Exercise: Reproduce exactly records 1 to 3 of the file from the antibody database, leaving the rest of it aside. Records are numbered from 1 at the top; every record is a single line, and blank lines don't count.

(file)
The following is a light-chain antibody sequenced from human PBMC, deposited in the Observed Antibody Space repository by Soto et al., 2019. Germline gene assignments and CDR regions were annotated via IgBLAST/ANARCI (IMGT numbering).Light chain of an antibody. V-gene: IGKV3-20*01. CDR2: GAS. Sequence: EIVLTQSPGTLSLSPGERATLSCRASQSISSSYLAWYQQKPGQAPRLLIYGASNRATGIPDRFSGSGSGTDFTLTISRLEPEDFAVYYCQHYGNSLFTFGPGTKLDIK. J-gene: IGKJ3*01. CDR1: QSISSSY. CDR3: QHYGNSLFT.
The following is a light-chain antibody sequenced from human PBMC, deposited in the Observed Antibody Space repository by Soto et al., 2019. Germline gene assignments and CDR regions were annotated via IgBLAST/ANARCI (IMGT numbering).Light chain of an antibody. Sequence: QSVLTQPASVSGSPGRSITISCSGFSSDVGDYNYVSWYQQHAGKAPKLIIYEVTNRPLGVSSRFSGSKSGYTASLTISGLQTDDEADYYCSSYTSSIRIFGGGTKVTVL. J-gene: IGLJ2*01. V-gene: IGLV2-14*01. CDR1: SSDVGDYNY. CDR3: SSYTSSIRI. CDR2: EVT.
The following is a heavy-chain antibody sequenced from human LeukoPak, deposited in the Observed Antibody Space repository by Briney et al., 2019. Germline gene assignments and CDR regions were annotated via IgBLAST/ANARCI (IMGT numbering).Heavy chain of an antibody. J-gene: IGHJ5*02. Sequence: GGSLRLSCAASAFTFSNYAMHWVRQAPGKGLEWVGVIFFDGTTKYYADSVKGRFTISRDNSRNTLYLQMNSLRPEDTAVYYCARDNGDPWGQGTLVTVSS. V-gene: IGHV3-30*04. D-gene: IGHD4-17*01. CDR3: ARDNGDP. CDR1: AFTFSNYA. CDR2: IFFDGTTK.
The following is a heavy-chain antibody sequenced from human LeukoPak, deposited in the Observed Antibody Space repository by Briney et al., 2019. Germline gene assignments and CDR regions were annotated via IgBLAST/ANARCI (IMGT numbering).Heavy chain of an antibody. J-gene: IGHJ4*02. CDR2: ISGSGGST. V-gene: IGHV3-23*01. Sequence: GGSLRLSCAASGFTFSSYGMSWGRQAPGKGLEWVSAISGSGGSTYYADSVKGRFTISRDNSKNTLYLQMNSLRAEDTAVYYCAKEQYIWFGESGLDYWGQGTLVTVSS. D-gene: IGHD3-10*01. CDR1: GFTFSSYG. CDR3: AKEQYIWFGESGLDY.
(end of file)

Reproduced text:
The following is a light-chain antibody sequenced from human PBMC, deposited in the Observed Antibody Space repository by Soto et al., 2019. Germline gene assignments and CDR regions were annotated via IgBLAST/ANARCI (IMGT numbering).Light chain of an antibody. V-gene: IGKV3-20*01. CDR2: GAS. Sequence: EIVLTQSPGTLSLSPGERATLSCRASQSISSSYLAWYQQKPGQAPRLLIYGASNRATGIPDRFSGSGSGTDFTLTISRLEPEDFAVYYCQHYGNSLFTFGPGTKLDIK. J-gene: IGKJ3*01. CDR1: QSISSSY. CDR3: QHYGNSLFT.
The following is a light-chain antibody sequenced from human PBMC, deposited in the Observed Antibody Space repository by Soto et al., 2019. Germline gene assignments and CDR regions were annotated via IgBLAST/ANARCI (IMGT numbering).Light chain of an antibody. Sequence: QSVLTQPASVSGSPGRSITISCSGFSSDVGDYNYVSWYQQHAGKAPKLIIYEVTNRPLGVSSRFSGSKSGYTASLTISGLQTDDEADYYCSSYTSSIRIFGGGTKVTVL. J-gene: IGLJ2*01. V-gene: IGLV2-14*01. CDR1: SSDVGDYNY. CDR3: SSYTSSIRI. CDR2: EVT.
The following is a heavy-chain antibody sequenced from human LeukoPak, deposited in the Observed Antibody Space repository by Briney et al., 2019. Germline gene assignments and CDR regions were annotated via IgBLAST/ANARCI (IMGT numbering).Heavy chain of an antibody. J-gene: IGHJ5*02. Sequence: GGSLRLSCAASAFTFSNYAMHWVRQAPGKGLEWVGVIFFDGTTKYYADSVKGRFTISRDNSRNTLYLQMNSLRPEDTAVYYCARDNGDPWGQGTLVTVSS. V-gene: IGHV3-30*04. D-gene: IGHD4-17*01. CDR3: ARDNGDP. CDR1: AFTFSNYA. CDR2: IFFDGTTK.